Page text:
What's the Best Material For Your Workout Tanks?

What's the Best Material For Your Workout Tanks?

You might think that workout tanks are created equal.
However, you're dead wrong. Not only do high-quality tanks look better, they can also help to improve your workout.
Workout tanks and other athletic wear are much more than meets the eye. In fact, athletic wear seems to be the only segment of retail outperforming dismal trends.
You need to have the right kind of fabric for your clothes to do what you want them to do. Here's a look at the best materials for your workout tanks.

What Do You Want in Workout Tanks?

First, you need to figure out what you want a tank to do, functionally speaking. If you need a few ideas for a look or style, click here to see what industry pros at Monsta have to offer.
Different fabrics do certain things. Some stretch, most breathe, while other naturally fight odor.
Just like you consider and adjust workout regimens and supplements to your needs, you can adjust your clothing to fit your needs.


It's natural. It's clean. It's one of the first fibers ever worn by mankind -- and for good reason.
Cotton is sturdy, breathes well, and almost never agitates skins during a workout.
It's also a very warm material. If you want to help keep a little heat close to the body to stay loose and warm, cotton is ideal.
However, cotton also acts like a sponge. It soaks up sweat and traps it. Even after a workout, your sweaty tank is going to take some time to dry. But this can be a good thing. Sweaty workout tanks can help you make the most of out of a breeze in a hot environment.
A sweaty tank can help you cope with a gym that's poorly circulated. It acts like a swamp cooler. The evaporating moisture in your shirt helps to cool you off when you do catch a breeze.


From the most ancient to the most advanced, x-static is the most modern fabric on this list.
X-static is a branded fabric that integrates elemental silver into fabric at a chemical level in certain synthetic materials. It's kind of like the wearable tech of the fabric world.
The silver does a lot for your workout tanks.
The biggest is a built-in antimicrobial measure. Silver is a heavy metal, and naturally creates an inhospitable place for bacteria that like to feed on your sweat and dead skin.
The silver also helps regulate heat because of its conductivity. Because of that conductivity, the material is naturally non-static.


Polyester is the workhorse of athletic wears. It's in almost everything we wear.
Polyester is strong, water-resistant, and stain-resistant. It's also breathable. This means that air and vapor flow through it relatively easily.
However, it's water-resistant nature can cause problems. It tends to be sticky when wet and can adhere to moist surfaces.
Polyester has a tendency to stink more than other materials. Bacterial loves polyester. Most often, cotton and polyester are blended together in clothing.
Cotton is heavy and traps moisture. Polyester is light but doesn't breathe well. Blending cotton and polyester together helps mitigate the disadvantages of the other.


Bamboo is another natural fiber source used to make clothing.
Unlike cotton, it's light. Like cotton, it breathes.
Bamboo also is moisture wicking, meaning that it pulls moisture from the skin, as it's formed, to the surface of the fabric. It allows for sweat to dry quickly.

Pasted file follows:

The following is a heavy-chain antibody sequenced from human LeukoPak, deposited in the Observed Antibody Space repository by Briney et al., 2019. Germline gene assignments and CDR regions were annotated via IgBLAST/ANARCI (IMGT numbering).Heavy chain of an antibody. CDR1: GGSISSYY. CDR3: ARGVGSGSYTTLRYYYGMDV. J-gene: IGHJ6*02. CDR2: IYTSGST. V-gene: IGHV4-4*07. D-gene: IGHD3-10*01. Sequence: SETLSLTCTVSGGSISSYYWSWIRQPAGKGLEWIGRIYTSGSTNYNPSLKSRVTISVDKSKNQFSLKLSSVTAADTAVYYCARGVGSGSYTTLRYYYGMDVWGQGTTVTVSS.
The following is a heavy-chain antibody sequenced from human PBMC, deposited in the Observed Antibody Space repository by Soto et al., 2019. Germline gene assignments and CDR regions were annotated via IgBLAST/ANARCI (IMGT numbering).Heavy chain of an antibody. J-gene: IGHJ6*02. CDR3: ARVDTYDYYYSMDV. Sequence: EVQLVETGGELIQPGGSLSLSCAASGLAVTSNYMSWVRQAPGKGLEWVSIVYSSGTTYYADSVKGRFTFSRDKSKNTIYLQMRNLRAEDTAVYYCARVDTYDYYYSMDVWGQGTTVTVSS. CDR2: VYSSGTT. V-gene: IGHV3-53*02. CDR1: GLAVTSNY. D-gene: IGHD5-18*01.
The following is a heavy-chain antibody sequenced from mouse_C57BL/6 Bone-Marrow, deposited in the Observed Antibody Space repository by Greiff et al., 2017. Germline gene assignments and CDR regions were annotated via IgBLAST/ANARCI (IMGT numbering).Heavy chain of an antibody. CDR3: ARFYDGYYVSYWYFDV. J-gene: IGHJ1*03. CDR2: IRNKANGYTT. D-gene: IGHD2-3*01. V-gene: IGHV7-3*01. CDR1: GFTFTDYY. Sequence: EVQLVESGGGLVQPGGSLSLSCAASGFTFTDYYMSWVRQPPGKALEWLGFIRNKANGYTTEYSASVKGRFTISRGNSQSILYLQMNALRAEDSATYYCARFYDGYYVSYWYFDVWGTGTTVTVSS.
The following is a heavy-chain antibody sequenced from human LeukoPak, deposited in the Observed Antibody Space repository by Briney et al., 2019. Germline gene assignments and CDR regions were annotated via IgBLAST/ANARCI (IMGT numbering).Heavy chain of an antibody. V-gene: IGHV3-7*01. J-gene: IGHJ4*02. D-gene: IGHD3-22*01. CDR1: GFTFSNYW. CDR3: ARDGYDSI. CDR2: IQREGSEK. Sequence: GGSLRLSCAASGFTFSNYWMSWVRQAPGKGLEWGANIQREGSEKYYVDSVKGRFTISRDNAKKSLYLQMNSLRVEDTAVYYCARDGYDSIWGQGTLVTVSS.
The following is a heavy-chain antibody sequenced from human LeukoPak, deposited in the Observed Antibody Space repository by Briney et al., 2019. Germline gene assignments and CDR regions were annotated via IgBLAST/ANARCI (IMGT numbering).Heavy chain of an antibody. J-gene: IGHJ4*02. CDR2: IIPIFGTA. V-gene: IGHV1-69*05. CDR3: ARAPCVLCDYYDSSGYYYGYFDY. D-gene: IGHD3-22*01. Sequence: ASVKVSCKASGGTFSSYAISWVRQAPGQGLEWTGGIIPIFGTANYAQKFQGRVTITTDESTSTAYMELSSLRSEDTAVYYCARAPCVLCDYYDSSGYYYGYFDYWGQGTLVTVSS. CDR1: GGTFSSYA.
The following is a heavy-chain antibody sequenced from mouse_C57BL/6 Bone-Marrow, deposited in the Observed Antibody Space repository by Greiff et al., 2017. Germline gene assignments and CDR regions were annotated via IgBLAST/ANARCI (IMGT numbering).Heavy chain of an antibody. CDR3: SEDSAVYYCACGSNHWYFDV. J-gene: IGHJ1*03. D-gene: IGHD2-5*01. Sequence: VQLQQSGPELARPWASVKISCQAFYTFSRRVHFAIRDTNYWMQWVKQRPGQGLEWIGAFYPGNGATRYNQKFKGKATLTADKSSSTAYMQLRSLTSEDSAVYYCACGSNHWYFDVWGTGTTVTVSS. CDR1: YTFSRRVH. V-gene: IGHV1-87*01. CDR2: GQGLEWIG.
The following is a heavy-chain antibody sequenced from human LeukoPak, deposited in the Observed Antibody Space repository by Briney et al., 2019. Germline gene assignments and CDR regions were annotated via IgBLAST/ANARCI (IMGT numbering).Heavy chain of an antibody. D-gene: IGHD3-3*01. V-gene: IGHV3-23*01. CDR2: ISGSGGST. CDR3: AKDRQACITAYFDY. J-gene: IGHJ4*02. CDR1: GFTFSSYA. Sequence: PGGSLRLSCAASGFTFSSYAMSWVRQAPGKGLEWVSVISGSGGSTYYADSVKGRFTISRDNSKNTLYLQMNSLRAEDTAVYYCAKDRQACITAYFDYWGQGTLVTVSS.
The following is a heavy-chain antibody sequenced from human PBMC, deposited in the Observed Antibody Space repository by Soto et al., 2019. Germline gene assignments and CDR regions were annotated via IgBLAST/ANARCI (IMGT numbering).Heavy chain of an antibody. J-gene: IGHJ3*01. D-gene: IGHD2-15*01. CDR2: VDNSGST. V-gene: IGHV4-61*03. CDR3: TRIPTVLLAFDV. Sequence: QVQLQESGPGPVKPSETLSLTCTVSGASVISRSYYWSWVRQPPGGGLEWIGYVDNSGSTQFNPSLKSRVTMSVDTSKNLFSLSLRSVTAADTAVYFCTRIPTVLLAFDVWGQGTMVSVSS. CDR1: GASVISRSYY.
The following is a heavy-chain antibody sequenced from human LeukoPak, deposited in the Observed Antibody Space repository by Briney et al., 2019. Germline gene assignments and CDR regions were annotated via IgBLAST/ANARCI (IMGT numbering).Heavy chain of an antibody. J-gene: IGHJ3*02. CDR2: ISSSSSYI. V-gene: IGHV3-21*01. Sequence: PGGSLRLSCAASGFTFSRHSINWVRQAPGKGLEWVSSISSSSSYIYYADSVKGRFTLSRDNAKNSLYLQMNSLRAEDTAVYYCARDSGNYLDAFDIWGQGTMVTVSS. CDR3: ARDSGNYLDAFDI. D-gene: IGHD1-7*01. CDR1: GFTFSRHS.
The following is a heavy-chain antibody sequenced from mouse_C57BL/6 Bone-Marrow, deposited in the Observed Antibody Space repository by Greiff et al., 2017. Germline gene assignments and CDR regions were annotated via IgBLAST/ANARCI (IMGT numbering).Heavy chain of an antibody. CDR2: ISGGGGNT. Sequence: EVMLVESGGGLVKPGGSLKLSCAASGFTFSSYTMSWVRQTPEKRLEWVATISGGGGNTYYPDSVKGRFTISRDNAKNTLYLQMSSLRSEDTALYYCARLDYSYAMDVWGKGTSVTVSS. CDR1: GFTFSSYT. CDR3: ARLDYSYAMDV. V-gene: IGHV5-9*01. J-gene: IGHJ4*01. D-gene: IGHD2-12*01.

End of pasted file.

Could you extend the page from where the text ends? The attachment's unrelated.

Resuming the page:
This is great for intense, sweaty workouts. It helps keep you from turning into a human swamp.
Bamboo is also environmentally friendly. It biodegrades easily. Cotton clothes don't break down as well, taking up space in a dump.


It's the stretchiest of the stretchy fabrics. Spandex can extend well over its original dimensions and still retain its integrity.
This is the fabric you want for unrestricted movement. This makes it the ideal fabric for form-fitting clothing. The stretch of spandex is also extremely comfortable. It doesn't push back against you as you push against it.
It's also breathable and moisture wicking. This means that air gets in and out, and moisture is moved away from the body quickly.
However, the combo of these factors can make you too cool. With air going in and out of the fabric easily and moisture evaporating quickly, you may notice significant chill on your skin even with the slightest breeze.
Spandex, like polyester, is also frequently mixed with other fabrics such as cotton. Spandex gives the stretch and comfort people want.


This is a material you will rarely see on its own. However, this is another material that gets mixed into clothing.
On its own, nylon is very light. It is stretchy, but it's not as durable as other materials. Mixing nylon with other materials brings moisture wicking properties and stretch to clothing.
Nylon can make up a major portion of certain athletic wear. This helps to make it one of the softest fabrics out there. In a purer form, nylon is used in women's stockings. If you've ever seen these, you will know that nylon is surprisingly soft, even soft enough to be compared to silk.

Contact Us

You will have to find out what fabric works for you. As we've learned, each has its difference, advantages and disadvantages. But the only way to know what you like is to give each a try.
This is where Monsta can help you with the right gear.
Monsta is made by fitness athletes for fitness athletes. We make products that are meant to be used by elite athletes. Reach out now to see what kind of gear we offer beyond the old-fashion workout tank.
For the especially driven, you can make our business of outfitting fitness athletes your business. Ask us about becoming a wholesaler in your community.
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